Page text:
Some thoughts from sermon preparation for this Sunday:
Ephesians 5:16 “Redeeming the time, because the days are evil.”
Say you’re driving along in your car, and suddenly, you run out of gas. You’re out in the middle of nowhere, an old country road with nothing around for miles. But you’ve got cell phone coverage, so you call your wife or AAA or someone to come fill you up. They say they’ll get there in a couple of hours or so. Now you’ve got nothing to do but wait. Your day is ruined.
But you’ve got a good book with you. Now you realize that even though the day isn’t what it was supposed to be, you’ve got something productive to do with your time that will reap benefits down the road. The wasted time is salvaged- it’s not a complete loss. I think this is the sort of thing Paul is talking about in Ephesians 5:16.
Contrary to what some tell you, you are not going to have your best life now. This world does not work. It’s broken. Because of sin, your relationships, at their very best, are going to be only a pale shadow of what they ought to be. You will spend a great deal of your productive time simply sweeping back the bad effects of the curse rather than making any forward progress. Illness, conflict, poverty, disaster, death- If you look for your satisfaction in this life, you’re going to be extremely disappointed.
But Jesus tells us to lay up for ourselves treasures in heaven. Thanks to the gospel, we can “redeem the time”. We can start overcoming sin now. We can learn to be faithful with the little bit of responsibility that we have now, and Jesus tells us that he that is responsible with a little now will be put in charge of a great deal in the age to come. In this way, we can “redeem the time”.
Redeeming the time doesn’t mean fixing the broken nature of this age. This age isn’t going to be fixed. It’s going to be burned up with fire. But we shouldn’t just put on our hippie clothes and wait around for that to happen. We should be productively using the short time we have as best we can. We should be learning to be faithful in our relationships, faithful in our work, faithful as citizens, as spouses, as employers or employees, faithful with our own bodies. It may make some small difference in the quality of our life right now. But that’s not really the point. The laborer doesn’t labor in order to improve the quality of his workday; he labors for the paycheck at the end of the day. And by God’s grace we have a big paycheck coming one day. Let us labor with that in mind.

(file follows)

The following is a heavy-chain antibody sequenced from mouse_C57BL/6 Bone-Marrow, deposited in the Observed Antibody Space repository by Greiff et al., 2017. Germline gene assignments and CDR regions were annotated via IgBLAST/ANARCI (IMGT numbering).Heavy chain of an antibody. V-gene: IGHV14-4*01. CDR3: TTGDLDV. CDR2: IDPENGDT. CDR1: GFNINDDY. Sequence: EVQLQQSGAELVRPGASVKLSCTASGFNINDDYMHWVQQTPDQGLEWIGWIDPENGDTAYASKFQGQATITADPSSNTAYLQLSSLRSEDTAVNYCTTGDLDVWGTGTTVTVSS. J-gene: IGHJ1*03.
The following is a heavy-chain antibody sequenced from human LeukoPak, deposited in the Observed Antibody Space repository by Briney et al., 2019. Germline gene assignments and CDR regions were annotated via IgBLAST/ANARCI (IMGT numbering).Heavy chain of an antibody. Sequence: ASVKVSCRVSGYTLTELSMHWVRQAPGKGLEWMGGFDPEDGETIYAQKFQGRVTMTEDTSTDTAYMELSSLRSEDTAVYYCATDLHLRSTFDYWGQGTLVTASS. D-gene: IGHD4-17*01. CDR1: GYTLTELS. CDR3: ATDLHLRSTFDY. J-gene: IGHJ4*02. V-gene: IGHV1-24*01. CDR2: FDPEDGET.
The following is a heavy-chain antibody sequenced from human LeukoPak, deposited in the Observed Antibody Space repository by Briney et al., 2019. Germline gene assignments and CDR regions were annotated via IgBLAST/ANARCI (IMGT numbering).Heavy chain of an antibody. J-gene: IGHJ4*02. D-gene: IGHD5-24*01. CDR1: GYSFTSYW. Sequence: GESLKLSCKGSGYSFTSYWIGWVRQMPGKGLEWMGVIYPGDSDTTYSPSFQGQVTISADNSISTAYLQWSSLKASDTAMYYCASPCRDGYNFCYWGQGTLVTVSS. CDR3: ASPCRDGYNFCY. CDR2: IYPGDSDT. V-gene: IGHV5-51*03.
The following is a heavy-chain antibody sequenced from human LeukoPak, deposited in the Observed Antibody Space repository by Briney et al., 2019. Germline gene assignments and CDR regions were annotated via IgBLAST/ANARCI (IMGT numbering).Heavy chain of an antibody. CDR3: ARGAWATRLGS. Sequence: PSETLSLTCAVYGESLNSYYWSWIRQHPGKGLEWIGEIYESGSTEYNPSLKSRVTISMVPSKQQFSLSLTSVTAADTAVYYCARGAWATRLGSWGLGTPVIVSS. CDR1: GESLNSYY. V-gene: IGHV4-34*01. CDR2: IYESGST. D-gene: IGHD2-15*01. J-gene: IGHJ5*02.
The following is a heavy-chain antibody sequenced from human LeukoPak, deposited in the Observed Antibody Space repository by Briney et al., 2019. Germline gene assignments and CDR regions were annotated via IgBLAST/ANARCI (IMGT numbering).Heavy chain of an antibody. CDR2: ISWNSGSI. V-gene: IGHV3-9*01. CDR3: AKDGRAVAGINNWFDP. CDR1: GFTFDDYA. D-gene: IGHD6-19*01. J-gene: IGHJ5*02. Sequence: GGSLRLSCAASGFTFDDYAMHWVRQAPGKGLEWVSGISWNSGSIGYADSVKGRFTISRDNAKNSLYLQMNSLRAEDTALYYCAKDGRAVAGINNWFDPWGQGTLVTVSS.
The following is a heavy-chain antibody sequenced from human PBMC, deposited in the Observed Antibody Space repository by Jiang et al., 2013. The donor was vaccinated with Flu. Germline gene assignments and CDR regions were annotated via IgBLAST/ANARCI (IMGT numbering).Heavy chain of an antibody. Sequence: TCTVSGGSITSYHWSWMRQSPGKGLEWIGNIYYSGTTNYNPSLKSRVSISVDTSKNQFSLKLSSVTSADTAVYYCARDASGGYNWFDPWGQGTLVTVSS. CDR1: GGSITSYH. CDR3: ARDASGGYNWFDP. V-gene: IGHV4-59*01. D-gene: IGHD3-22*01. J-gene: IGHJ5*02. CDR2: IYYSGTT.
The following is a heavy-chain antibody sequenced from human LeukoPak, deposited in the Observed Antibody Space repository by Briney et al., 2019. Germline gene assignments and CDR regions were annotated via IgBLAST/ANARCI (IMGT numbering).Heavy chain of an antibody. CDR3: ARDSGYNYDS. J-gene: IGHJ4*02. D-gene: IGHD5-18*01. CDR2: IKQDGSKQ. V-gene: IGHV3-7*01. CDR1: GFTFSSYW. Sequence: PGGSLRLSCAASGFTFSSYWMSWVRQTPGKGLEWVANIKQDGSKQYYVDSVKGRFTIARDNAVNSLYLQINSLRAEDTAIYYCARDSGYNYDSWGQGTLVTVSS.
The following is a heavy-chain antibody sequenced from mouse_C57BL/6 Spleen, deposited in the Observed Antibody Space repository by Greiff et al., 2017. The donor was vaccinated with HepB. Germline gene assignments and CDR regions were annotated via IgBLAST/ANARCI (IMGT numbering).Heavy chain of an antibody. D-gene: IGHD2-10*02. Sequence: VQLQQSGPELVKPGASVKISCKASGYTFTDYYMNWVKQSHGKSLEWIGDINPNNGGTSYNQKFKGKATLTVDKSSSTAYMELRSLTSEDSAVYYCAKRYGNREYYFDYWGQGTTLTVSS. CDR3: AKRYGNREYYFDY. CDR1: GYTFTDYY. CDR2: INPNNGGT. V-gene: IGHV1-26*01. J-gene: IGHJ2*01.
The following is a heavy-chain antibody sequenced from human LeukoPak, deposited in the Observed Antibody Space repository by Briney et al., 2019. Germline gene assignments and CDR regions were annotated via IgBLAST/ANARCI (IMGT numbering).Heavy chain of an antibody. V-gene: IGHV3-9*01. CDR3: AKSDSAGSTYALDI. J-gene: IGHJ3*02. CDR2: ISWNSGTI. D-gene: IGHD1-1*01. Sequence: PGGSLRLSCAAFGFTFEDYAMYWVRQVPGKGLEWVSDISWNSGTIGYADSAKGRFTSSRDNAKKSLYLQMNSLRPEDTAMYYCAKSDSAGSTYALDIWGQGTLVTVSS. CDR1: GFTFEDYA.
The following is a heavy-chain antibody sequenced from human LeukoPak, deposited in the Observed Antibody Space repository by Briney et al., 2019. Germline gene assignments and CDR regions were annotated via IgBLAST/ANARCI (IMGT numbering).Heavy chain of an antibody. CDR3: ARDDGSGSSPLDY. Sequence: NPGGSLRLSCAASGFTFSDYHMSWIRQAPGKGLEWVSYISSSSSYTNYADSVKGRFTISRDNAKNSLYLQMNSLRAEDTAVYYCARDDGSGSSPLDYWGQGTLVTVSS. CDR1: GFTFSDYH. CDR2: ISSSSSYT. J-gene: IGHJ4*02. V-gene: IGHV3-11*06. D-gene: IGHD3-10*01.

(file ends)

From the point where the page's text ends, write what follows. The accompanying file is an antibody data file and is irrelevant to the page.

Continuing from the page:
We don’t really know a lot about how the eternal age is going to work, or how our labors now translate into our state then. We do know it’s all of grace, that even God’s reward of our good works is of grace, and not of merit. He is, in fact, only crowning His grace with more grace, since the good works themselves were works of His grace. But we do know, with no doubt, that what we do now has eternal implications. So in the light of the gospel, in the light of His grace and mercy covering all our sins and failures, let us redeem the time, laboring not for the payoff we can get right now, simply seeking to minimize suffering or enjoy this life as much as we can, but being faithful as best as we can with what God has put in front of us, looking to eternity and God’s grace for the harvest of our labors.